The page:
Tag Archives: Banned

LIST CANDIDATE: ZERO DE CONDUITE (1933)

AKA Zéro de conduite: Jeunes diables au collège; Zero for Conduct

Recommended

DIRECTED BY: Jean Vigo

FEATURING: Delphin, Jean Dasté, Louis Lefebvre, Gilbert Pruchon, Coco Golstein,Gérard de Bédarieux

PLOT: Schoolboys stage a revolt at a French boarding school.

Still from Zero de Conduite (1933)

WHY IT MIGHT MAKE THE LISTZéro de conduite is an important historical film.  It founded the boarding school subgenre, creating a template used by Francois Truffaut (The 400 Blows) and more weirdly by (If…)  With its dwarf headmaster, disappearing balls and drawings that come to life, the film is as playful and experimental as a mock rebellion staged by schoolboys before Sunday dinner.  Its mildly surreal oddness nudges the needle on the weirdometer, but, despite its near-legendary status, it’s not thoroughly strange enough to make its way onto the List on the first ballot.

COMMENTS:  Jean Vigo’s extraordinary backstory is almost as fascinating as his films.  The son of an anarchist who died in prison, the auteur left a tiny (about three hours’ worth of film) but extremely impressive body of work before succumbing to tuberculosis, the age-old nemesis of romantic poets, at the age of 29.  Adding to his mythological stature is the possibility that he may have contributed to his own demise by laboring on his final film up until his last moments, instead of getting much needed bed rest; he may have actually worked himself to death, literally giving his life for his art.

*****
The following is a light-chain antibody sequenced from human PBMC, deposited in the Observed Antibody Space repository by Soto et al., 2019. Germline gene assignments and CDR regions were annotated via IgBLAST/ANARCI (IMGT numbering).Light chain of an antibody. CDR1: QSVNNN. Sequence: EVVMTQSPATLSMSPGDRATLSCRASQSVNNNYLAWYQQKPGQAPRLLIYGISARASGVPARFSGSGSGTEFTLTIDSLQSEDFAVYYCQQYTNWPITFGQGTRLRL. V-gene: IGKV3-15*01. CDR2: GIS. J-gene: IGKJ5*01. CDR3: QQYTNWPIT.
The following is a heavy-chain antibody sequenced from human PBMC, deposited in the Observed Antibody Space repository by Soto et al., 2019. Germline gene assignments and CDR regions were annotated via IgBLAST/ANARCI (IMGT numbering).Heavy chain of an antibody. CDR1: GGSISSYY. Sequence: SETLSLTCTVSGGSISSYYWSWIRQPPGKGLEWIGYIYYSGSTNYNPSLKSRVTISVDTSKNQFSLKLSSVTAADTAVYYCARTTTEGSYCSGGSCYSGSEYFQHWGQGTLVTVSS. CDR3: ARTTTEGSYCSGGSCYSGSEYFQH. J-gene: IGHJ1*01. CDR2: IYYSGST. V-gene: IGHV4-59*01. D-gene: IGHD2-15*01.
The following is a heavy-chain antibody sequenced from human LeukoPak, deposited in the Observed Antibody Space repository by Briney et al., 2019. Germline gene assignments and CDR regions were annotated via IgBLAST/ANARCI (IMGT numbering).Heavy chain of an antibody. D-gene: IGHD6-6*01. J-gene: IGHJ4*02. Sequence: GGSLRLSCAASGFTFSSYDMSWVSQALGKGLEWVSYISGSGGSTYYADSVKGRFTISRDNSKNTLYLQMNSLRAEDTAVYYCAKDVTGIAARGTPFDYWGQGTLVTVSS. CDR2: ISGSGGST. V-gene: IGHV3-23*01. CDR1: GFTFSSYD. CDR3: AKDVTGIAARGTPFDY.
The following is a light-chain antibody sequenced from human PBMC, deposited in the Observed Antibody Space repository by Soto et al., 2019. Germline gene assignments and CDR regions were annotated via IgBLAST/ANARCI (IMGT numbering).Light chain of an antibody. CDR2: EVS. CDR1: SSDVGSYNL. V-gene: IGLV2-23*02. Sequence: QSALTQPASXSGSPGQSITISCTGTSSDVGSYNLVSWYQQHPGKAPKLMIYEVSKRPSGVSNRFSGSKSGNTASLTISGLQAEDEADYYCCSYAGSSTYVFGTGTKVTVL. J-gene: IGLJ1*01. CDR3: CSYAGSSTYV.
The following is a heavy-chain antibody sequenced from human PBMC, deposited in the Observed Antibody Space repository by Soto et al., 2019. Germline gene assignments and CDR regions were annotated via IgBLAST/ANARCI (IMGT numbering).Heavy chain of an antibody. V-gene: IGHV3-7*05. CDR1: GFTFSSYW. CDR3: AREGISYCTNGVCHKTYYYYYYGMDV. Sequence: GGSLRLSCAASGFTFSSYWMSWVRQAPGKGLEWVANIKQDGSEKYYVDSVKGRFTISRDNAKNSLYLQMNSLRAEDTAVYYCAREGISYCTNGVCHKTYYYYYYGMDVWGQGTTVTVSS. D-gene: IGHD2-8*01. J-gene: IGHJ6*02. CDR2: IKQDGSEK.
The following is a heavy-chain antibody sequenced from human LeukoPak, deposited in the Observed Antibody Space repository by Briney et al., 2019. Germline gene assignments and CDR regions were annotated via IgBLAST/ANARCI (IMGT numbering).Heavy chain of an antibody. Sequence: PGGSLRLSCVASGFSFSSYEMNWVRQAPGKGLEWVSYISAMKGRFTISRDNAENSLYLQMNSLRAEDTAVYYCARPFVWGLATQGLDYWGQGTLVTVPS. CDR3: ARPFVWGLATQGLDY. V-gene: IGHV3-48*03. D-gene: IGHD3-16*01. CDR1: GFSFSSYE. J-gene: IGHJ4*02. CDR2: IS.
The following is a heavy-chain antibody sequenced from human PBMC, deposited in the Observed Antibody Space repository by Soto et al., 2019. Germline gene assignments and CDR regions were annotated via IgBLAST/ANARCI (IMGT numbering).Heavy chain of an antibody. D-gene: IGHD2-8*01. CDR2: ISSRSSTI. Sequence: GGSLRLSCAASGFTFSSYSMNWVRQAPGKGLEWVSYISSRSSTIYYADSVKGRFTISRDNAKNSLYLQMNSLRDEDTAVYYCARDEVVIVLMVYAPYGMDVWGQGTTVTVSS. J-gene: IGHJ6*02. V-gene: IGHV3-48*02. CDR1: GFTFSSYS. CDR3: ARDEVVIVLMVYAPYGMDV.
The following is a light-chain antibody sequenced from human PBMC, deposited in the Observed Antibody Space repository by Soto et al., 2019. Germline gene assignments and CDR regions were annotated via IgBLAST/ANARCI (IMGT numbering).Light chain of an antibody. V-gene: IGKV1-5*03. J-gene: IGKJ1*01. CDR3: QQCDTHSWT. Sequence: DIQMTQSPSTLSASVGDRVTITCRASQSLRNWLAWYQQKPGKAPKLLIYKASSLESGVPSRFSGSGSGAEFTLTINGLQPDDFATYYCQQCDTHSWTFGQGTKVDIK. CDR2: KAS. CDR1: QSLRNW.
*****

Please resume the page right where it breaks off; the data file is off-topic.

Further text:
By banning Zéro de conduite, the director’s film about an imaginary rebellion in a boys’ boarding school, for thirteen years, the French censors only augmented Vigo’s legend.  From the perspective of patrons who are used to seeing political leaders openly mocked and clitorises graphically snipped off in movie theaters as they munch on popcorn, the idea of a movie with only a single “merde!’ and no violence, fetal rape, human centipedes, or even an obvious political target would be banned for over a decade is almost unimaginable.  The film contains hardly audible whispers of schoolboy homosexuality, but it was suppressed not for these but for its “anti-French spirit” and “praise of indiscipline.”  Vigo’s anarchic, anti-authoritarian philosophy, which pervades the film’s 44 minute running time, was too hot and subversive for 1933 sensibilities.

Today, of course, the movie is notably tame.  In fact, if you’ve been exposed to any of the Continue reading LIST CANDIDATE: ZERO DE CONDUITE (1933)

68. HÄXAN [HÄXAN: WITCHCRAFT THROUGH THE AGES] (1922)

AKA The Witches; Witchcraft Through the Ages

Must See

“Such were the Middle Ages, when witchcraft and the Devil’s work were sought everywhere. And that is why unusual things were believed to be true.”–Title card in Häxan

DIRECTED BY: Benjamin Christensen

FEATURING: Benjamin Christensen, Astrid Holm, Karen Winther, Maren Pedersen

PLOT: The film’s narrative segments involve the betrayals and accusations of witchcraft that destroy a small town in medieval Europe, and the monks who instigate them. Most of the film, however, consists of Christensen’s free-form discourse about the history of witchcraft and demonology.
Still from Häxan (1922)

BACKGROUND:

  • Christensen was an actor-turned-director with two feature films (The Mysterious X and Blind Justice) under his belt when he made Häxan.  He later moved to Hollywood, but he never recaptured Häxan‘s magic, and most of his subsequent films have been lost.
  • The film spent two years in pre-production as Christensen researched scholarly sources on medieval witchcraft, including the Malleus Maleficarum, a German text originally intended for use by Inquisitors.  Many of these are cited in the finished film, and a complete bibliography was handed out at the film’s premiere.